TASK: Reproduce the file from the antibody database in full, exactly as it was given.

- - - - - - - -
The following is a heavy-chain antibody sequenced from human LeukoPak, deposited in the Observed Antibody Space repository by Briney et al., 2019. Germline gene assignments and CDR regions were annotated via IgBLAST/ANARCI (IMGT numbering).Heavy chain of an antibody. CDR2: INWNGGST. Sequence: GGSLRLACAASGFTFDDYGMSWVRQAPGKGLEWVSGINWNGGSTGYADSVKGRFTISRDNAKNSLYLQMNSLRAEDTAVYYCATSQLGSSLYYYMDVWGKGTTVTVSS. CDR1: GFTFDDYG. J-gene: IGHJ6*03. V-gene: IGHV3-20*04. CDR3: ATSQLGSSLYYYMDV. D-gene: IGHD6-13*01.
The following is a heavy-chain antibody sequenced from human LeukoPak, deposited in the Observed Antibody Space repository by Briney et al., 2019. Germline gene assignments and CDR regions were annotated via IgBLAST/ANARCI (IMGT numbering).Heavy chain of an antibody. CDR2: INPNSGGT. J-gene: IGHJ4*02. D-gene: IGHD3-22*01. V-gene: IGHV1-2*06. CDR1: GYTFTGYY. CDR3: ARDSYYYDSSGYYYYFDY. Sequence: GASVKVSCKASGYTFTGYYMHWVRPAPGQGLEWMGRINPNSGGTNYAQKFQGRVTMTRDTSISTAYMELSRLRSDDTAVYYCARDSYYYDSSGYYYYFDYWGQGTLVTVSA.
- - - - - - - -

The following is a heavy-chain antibody sequenced from human LeukoPak, deposited in the Observed Antibody Space repository by Briney et al., 2019. Germline gene assignments and CDR regions were annotated via IgBLAST/ANARCI (IMGT numbering).Heavy chain of an antibody. CDR2: INWNGGST. Sequence: GGSLRLACAASGFTFDDYGMSWVRQAPGKGLEWVSGINWNGGSTGYADSVKGRFTISRDNAKNSLYLQMNSLRAEDTAVYYCATSQLGSSLYYYMDVWGKGTTVTVSS. CDR1: GFTFDDYG. J-gene: IGHJ6*03. V-gene: IGHV3-20*04. CDR3: ATSQLGSSLYYYMDV. D-gene: IGHD6-13*01.
The following is a heavy-chain antibody sequenced from human LeukoPak, deposited in the Observed Antibody Space repository by Briney et al., 2019. Germline gene assignments and CDR regions were annotated via IgBLAST/ANARCI (IMGT numbering).Heavy chain of an antibody. CDR2: INPNSGGT. J-gene: IGHJ4*02. D-gene: IGHD3-22*01. V-gene: IGHV1-2*06. CDR1: GYTFTGYY. CDR3: ARDSYYYDSSGYYYYFDY. Sequence: GASVKVSCKASGYTFTGYYMHWVRPAPGQGLEWMGRINPNSGGTNYAQKFQGRVTMTRDTSISTAYMELSRLRSDDTAVYYCARDSYYYDSSGYYYYFDYWGQGTLVTVSA.